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Ask the Experts

My Child Needs Help With Friends

By Dr. Stacie Bunning, clinical psychologist

Question:

My daughter is a happy-go-lucky 7-year-old. Today she had a friend over from school. My daughter was mean to this girl so she wanted to go home. I took her friend home and my daughter was very upset.

I always encourage my daughter to play fair, be kind and treat others like she wants to be treated. I don't want her to be a mean girl. She hasn't been invited to many birthday parties and isn't invited to friends' houses for play dates.

When I help out at the school I have seen her play happily with other children. She always wakes up happy and looks forward to school. Am I worrying over nothing or should I do something?

Answer:

It's terrific that you have such a happy daughter, and one who greets each day in a positive manner. Count yourself lucky that you are not among the parents whose children wake up grumpy each day! That being said, there are a few areas to explore before you decide whether or not you are "worrying over nothing."

First, what are you hearing about her school behavior from teachers at school? Though she appears to play well with other children when you are there as a volunteer, ask her teacher if there are any social concerns when you are not there. Ask if there are any concerns during less structured times, such as recess, lunch and P.E. Is she intrusive or bossy with peers? Are they rejecting her on the playground? If so, does she realize it or does she seem to be oblivious? Does she have any preferred playmates who prefer her or is she always the one who initiates play?

Ask about her academic performance. Is she achieving at the expected level for her age? Inquire if she's exhibiting any negative behaviors during classroom times, such as poor concentration, distractibility or difficulty focusing. Are there any subjects that are particularly difficult for her? Are her day-to-day scores consistent or is her performance variable (adequate one day, and poor the next)?

If any of the above issues are identified as problems, talk with her teacher and/or the school counselor about strategies to improve the situation. Your daughter may have a diagnosable difficulty such as Attention-Deficit/Hyperactivity Disorder, which can show up not just with academics, but also with social skill problems. Many children with AD/HD have difficulties with peers, but are absolutely oblivious to how they come across and how others react to them. In fact, some will even boast about their abilities despite evidence to the contrary. If any of these issues seem to be the case for your daughter, a visit to your pediatrician can get you started on the road to evaluation, treatment and improvement.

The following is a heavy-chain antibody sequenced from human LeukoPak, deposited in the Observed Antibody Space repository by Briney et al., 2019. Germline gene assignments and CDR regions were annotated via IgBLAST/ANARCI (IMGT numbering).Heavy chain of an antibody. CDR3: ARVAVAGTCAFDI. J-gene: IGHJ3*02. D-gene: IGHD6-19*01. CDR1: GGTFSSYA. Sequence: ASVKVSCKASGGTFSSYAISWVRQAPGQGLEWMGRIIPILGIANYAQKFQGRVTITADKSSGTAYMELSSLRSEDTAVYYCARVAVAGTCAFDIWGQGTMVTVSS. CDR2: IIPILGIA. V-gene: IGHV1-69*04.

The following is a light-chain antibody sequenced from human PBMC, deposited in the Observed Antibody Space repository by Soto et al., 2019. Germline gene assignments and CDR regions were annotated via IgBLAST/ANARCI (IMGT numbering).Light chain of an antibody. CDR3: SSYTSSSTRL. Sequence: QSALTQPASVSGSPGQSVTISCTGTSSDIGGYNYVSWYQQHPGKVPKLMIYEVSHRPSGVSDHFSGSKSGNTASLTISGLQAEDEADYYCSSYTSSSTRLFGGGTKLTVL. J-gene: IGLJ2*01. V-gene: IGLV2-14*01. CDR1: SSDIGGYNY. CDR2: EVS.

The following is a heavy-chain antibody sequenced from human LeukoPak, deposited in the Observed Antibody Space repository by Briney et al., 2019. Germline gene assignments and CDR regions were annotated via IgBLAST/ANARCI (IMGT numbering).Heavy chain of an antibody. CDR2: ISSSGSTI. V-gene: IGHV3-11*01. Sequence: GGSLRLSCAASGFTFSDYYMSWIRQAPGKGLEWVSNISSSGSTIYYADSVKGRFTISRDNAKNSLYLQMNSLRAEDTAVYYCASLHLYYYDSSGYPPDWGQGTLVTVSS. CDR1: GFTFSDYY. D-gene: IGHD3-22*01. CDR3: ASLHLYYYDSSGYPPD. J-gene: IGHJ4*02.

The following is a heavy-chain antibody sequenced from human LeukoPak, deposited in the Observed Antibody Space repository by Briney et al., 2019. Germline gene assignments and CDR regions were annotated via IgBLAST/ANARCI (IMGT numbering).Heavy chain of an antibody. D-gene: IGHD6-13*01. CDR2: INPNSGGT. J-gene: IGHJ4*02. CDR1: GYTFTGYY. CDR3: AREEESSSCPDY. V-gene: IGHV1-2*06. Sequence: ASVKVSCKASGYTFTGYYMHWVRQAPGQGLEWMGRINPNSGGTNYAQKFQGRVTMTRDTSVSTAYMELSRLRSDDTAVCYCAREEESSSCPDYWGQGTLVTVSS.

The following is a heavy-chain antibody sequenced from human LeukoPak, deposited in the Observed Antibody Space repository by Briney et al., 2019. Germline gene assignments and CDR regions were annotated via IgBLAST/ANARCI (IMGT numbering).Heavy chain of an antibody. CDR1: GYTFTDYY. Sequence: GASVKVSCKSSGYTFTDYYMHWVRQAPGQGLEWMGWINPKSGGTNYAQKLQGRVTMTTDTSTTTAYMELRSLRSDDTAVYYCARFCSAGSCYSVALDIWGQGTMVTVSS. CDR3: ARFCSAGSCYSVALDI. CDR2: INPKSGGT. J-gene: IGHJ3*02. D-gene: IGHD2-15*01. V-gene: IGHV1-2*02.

On the other hand, your daughter may simply need more experience with peer interactions and play dates. Many parents are surprised to find that their usually well-behaved children have a hard time when playmates come over. They have a hard time sharing their toys, or coping with another child "intruding" on their home territory. Even though the child wants and looks forward to the play date, she finds herself threatened by another child using her toys and interacting with her family. Though this dynamic is more common in younger children, it is possible in this case, especially if your daughter hasn't had many opportunities to practice the skills she needs to build successful friendships.

If this is the case, consider arranging more (and more frequent) play dates. Enroll her in a team sport or activity, so that she's in a social activity fairly often. Educate yourself about social skills in children. This article may be helpful: Encouraging Social Skills in Young Children: Tips Teachers Can Share with Parents


Dr. Stacie Bunning is a licensed clinical psychologist in the St. Louis area. She has worked with children, adolescents, and their families in a variety of clinical settings for 20 years. Bunning also teaches courses in child psychology, adolescent psychology, and human development at Maryville University in St. Louis.

Advice from our experts is not a substitute for professional diagnosis or treatment from a health-care provider or learning expert familiar with your unique situation. We recommend consulting a qualified professional if you have concerns about your child's condition.

Comments from GreatSchools.org readers

11/12/2008:
"I found this article very informative. I will share this with other parents."
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